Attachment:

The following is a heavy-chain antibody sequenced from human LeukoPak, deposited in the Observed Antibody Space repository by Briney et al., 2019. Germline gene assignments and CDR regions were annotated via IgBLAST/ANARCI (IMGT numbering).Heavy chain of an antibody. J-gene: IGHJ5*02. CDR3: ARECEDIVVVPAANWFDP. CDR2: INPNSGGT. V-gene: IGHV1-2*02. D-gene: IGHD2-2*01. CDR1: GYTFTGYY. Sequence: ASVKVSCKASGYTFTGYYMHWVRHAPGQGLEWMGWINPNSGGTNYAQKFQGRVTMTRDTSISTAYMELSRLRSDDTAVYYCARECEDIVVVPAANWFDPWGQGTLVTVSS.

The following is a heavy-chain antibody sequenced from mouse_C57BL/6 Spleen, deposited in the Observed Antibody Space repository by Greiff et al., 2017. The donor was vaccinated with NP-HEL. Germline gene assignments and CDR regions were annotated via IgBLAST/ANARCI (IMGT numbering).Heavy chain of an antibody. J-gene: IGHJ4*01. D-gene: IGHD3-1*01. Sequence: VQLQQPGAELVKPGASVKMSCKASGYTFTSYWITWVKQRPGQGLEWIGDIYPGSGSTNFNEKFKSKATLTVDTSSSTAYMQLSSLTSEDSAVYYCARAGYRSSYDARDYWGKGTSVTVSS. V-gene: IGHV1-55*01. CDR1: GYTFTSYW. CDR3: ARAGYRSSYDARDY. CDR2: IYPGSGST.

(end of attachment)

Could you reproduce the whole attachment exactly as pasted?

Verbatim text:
The following is a heavy-chain antibody sequenced from human LeukoPak, deposited in the Observed Antibody Space repository by Briney et al., 2019. Germline gene assignments and CDR regions were annotated via IgBLAST/ANARCI (IMGT numbering).Heavy chain of an antibody. J-gene: IGHJ5*02. CDR3: ARECEDIVVVPAANWFDP. CDR2: INPNSGGT. V-gene: IGHV1-2*02. D-gene: IGHD2-2*01. CDR1: GYTFTGYY. Sequence: ASVKVSCKASGYTFTGYYMHWVRHAPGQGLEWMGWINPNSGGTNYAQKFQGRVTMTRDTSISTAYMELSRLRSDDTAVYYCARECEDIVVVPAANWFDPWGQGTLVTVSS.

The following is a heavy-chain antibody sequenced from mouse_C57BL/6 Spleen, deposited in the Observed Antibody Space repository by Greiff et al., 2017. The donor was vaccinated with NP-HEL. Germline gene assignments and CDR regions were annotated via IgBLAST/ANARCI (IMGT numbering).Heavy chain of an antibody. J-gene: IGHJ4*01. D-gene: IGHD3-1*01. Sequence: VQLQQPGAELVKPGASVKMSCKASGYTFTSYWITWVKQRPGQGLEWIGDIYPGSGSTNFNEKFKSKATLTVDTSSSTAYMQLSSLTSEDSAVYYCARAGYRSSYDARDYWGKGTSVTVSS. V-gene: IGHV1-55*01. CDR1: GYTFTSYW. CDR3: ARAGYRSSYDARDY. CDR2: IYPGSGST.